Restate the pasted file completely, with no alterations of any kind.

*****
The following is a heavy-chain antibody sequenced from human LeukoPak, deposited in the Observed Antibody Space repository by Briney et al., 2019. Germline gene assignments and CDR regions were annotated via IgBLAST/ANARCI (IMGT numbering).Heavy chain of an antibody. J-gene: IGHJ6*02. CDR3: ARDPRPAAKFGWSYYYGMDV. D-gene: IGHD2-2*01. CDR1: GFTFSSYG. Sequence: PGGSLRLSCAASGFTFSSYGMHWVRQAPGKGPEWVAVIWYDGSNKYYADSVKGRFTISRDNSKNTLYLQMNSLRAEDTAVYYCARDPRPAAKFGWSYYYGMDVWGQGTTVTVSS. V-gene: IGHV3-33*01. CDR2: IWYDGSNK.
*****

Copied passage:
The following is a heavy-chain antibody sequenced from human LeukoPak, deposited in the Observed Antibody Space repository by Briney et al., 2019. Germline gene assignments and CDR regions were annotated via IgBLAST/ANARCI (IMGT numbering).Heavy chain of an antibody. J-gene: IGHJ6*02. CDR3: ARDPRPAAKFGWSYYYGMDV. D-gene: IGHD2-2*01. CDR1: GFTFSSYG. Sequence: PGGSLRLSCAASGFTFSSYGMHWVRQAPGKGPEWVAVIWYDGSNKYYADSVKGRFTISRDNSKNTLYLQMNSLRAEDTAVYYCARDPRPAAKFGWSYYYGMDVWGQGTTVTVSS. V-gene: IGHV3-33*01. CDR2: IWYDGSNK.